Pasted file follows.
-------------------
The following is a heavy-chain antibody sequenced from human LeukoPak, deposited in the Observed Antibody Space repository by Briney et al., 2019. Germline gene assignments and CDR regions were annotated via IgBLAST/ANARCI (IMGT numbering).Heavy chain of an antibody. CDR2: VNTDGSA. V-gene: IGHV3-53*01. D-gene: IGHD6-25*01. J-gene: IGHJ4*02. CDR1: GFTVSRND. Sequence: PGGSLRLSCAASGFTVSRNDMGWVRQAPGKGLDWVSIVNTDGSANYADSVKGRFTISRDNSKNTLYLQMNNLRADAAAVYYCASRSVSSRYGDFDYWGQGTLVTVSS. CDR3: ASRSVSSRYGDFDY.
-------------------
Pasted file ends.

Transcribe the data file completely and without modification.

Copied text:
The following is a heavy-chain antibody sequenced from human LeukoPak, deposited in the Observed Antibody Space repository by Briney et al., 2019. Germline gene assignments and CDR regions were annotated via IgBLAST/ANARCI (IMGT numbering).Heavy chain of an antibody. CDR2: VNTDGSA. V-gene: IGHV3-53*01. D-gene: IGHD6-25*01. J-gene: IGHJ4*02. CDR1: GFTVSRND. Sequence: PGGSLRLSCAASGFTVSRNDMGWVRQAPGKGLDWVSIVNTDGSANYADSVKGRFTISRDNSKNTLYLQMNNLRADAAAVYYCASRSVSSRYGDFDYWGQGTLVTVSS. CDR3: ASRSVSSRYGDFDY.